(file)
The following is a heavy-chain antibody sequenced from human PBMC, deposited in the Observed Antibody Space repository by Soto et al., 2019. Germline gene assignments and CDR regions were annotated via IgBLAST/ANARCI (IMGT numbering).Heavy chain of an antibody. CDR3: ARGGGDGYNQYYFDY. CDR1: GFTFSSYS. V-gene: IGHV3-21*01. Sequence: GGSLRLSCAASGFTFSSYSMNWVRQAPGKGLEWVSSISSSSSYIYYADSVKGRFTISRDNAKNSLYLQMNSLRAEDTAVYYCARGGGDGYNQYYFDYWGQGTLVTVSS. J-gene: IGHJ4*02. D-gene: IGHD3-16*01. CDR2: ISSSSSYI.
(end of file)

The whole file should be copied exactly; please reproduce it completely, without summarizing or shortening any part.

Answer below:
The following is a heavy-chain antibody sequenced from human PBMC, deposited in the Observed Antibody Space repository by Soto et al., 2019. Germline gene assignments and CDR regions were annotated via IgBLAST/ANARCI (IMGT numbering).Heavy chain of an antibody. CDR3: ARGGGDGYNQYYFDY. CDR1: GFTFSSYS. V-gene: IGHV3-21*01. Sequence: GGSLRLSCAASGFTFSSYSMNWVRQAPGKGLEWVSSISSSSSYIYYADSVKGRFTISRDNAKNSLYLQMNSLRAEDTAVYYCARGGGDGYNQYYFDYWGQGTLVTVSS. J-gene: IGHJ4*02. D-gene: IGHD3-16*01. CDR2: ISSSSSYI.